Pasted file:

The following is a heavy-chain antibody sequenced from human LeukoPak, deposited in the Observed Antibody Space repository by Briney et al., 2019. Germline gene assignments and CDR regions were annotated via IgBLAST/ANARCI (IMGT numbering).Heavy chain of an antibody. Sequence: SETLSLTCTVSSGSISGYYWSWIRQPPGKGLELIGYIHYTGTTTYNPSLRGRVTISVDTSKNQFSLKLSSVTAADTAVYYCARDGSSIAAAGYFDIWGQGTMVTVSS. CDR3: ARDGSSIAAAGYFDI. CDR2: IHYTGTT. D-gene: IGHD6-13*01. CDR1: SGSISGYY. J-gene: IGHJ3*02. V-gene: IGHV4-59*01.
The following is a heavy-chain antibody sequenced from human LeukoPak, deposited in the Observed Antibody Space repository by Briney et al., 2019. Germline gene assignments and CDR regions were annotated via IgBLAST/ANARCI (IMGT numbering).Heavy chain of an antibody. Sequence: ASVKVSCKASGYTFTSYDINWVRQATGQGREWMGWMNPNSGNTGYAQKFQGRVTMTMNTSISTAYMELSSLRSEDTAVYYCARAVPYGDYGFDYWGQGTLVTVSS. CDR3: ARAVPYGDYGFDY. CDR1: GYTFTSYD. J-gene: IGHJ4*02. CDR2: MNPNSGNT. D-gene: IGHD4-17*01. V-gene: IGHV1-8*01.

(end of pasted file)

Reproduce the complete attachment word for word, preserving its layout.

The following is a heavy-chain antibody sequenced from human LeukoPak, deposited in the Observed Antibody Space repository by Briney et al., 2019. Germline gene assignments and CDR regions were annotated via IgBLAST/ANARCI (IMGT numbering).Heavy chain of an antibody. Sequence: SETLSLTCTVSSGSISGYYWSWIRQPPGKGLELIGYIHYTGTTTYNPSLRGRVTISVDTSKNQFSLKLSSVTAADTAVYYCARDGSSIAAAGYFDIWGQGTMVTVSS. CDR3: ARDGSSIAAAGYFDI. CDR2: IHYTGTT. D-gene: IGHD6-13*01. CDR1: SGSISGYY. J-gene: IGHJ3*02. V-gene: IGHV4-59*01.
The following is a heavy-chain antibody sequenced from human LeukoPak, deposited in the Observed Antibody Space repository by Briney et al., 2019. Germline gene assignments and CDR regions were annotated via IgBLAST/ANARCI (IMGT numbering).Heavy chain of an antibody. Sequence: ASVKVSCKASGYTFTSYDINWVRQATGQGREWMGWMNPNSGNTGYAQKFQGRVTMTMNTSISTAYMELSSLRSEDTAVYYCARAVPYGDYGFDYWGQGTLVTVSS. CDR3: ARAVPYGDYGFDY. CDR1: GYTFTSYD. J-gene: IGHJ4*02. CDR2: MNPNSGNT. D-gene: IGHD4-17*01. V-gene: IGHV1-8*01.